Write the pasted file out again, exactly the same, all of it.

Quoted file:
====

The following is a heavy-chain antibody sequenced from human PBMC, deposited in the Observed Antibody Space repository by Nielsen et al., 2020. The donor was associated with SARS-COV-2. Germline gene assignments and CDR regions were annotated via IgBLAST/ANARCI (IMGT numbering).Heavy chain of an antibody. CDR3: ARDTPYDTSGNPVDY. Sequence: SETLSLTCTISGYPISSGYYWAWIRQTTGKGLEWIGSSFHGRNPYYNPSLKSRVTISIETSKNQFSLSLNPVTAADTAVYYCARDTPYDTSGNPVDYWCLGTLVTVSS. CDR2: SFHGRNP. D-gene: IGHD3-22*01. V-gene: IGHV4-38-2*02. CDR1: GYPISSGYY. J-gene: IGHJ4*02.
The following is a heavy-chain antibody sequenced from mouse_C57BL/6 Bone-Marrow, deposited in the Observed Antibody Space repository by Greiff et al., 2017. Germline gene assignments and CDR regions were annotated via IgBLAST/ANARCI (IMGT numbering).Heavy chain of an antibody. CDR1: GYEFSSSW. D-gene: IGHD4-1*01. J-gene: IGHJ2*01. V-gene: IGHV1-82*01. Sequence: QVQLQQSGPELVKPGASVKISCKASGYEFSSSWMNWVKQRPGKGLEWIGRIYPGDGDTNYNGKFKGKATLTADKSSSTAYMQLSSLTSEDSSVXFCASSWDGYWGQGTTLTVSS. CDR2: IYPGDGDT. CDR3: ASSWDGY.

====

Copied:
The following is a heavy-chain antibody sequenced from human PBMC, deposited in the Observed Antibody Space repository by Nielsen et al., 2020. The donor was associated with SARS-COV-2. Germline gene assignments and CDR regions were annotated via IgBLAST/ANARCI (IMGT numbering).Heavy chain of an antibody. CDR3: ARDTPYDTSGNPVDY. Sequence: SETLSLTCTISGYPISSGYYWAWIRQTTGKGLEWIGSSFHGRNPYYNPSLKSRVTISIETSKNQFSLSLNPVTAADTAVYYCARDTPYDTSGNPVDYWCLGTLVTVSS. CDR2: SFHGRNP. D-gene: IGHD3-22*01. V-gene: IGHV4-38-2*02. CDR1: GYPISSGYY. J-gene: IGHJ4*02.
The following is a heavy-chain antibody sequenced from mouse_C57BL/6 Bone-Marrow, deposited in the Observed Antibody Space repository by Greiff et al., 2017. Germline gene assignments and CDR regions were annotated via IgBLAST/ANARCI (IMGT numbering).Heavy chain of an antibody. CDR1: GYEFSSSW. D-gene: IGHD4-1*01. J-gene: IGHJ2*01. V-gene: IGHV1-82*01. Sequence: QVQLQQSGPELVKPGASVKISCKASGYEFSSSWMNWVKQRPGKGLEWIGRIYPGDGDTNYNGKFKGKATLTADKSSSTAYMQLSSLTSEDSSVXFCASSWDGYWGQGTTLTVSS. CDR2: IYPGDGDT. CDR3: ASSWDGY.